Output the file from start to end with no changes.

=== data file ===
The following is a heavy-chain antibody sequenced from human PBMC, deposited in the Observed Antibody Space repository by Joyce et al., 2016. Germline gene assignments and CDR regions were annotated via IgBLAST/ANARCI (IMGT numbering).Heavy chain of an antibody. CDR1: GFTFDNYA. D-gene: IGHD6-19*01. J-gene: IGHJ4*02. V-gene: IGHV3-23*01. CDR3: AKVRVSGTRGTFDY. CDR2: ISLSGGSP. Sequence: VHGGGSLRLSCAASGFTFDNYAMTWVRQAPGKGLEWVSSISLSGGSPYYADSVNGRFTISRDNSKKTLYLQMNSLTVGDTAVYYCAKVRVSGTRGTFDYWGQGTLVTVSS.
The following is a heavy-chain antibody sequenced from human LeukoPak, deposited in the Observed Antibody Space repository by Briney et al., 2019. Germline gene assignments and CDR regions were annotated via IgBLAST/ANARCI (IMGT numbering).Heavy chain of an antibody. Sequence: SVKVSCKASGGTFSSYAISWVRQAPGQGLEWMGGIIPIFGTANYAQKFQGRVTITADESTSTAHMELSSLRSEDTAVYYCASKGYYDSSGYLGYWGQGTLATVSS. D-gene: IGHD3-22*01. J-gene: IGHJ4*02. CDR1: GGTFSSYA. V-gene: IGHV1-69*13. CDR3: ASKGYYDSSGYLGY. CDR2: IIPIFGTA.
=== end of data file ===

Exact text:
The following is a heavy-chain antibody sequenced from human PBMC, deposited in the Observed Antibody Space repository by Joyce et al., 2016. Germline gene assignments and CDR regions were annotated via IgBLAST/ANARCI (IMGT numbering).Heavy chain of an antibody. CDR1: GFTFDNYA. D-gene: IGHD6-19*01. J-gene: IGHJ4*02. V-gene: IGHV3-23*01. CDR3: AKVRVSGTRGTFDY. CDR2: ISLSGGSP. Sequence: VHGGGSLRLSCAASGFTFDNYAMTWVRQAPGKGLEWVSSISLSGGSPYYADSVNGRFTISRDNSKKTLYLQMNSLTVGDTAVYYCAKVRVSGTRGTFDYWGQGTLVTVSS.
The following is a heavy-chain antibody sequenced from human LeukoPak, deposited in the Observed Antibody Space repository by Briney et al., 2019. Germline gene assignments and CDR regions were annotated via IgBLAST/ANARCI (IMGT numbering).Heavy chain of an antibody. Sequence: SVKVSCKASGGTFSSYAISWVRQAPGQGLEWMGGIIPIFGTANYAQKFQGRVTITADESTSTAHMELSSLRSEDTAVYYCASKGYYDSSGYLGYWGQGTLATVSS. D-gene: IGHD3-22*01. J-gene: IGHJ4*02. CDR1: GGTFSSYA. V-gene: IGHV1-69*13. CDR3: ASKGYYDSSGYLGY. CDR2: IIPIFGTA.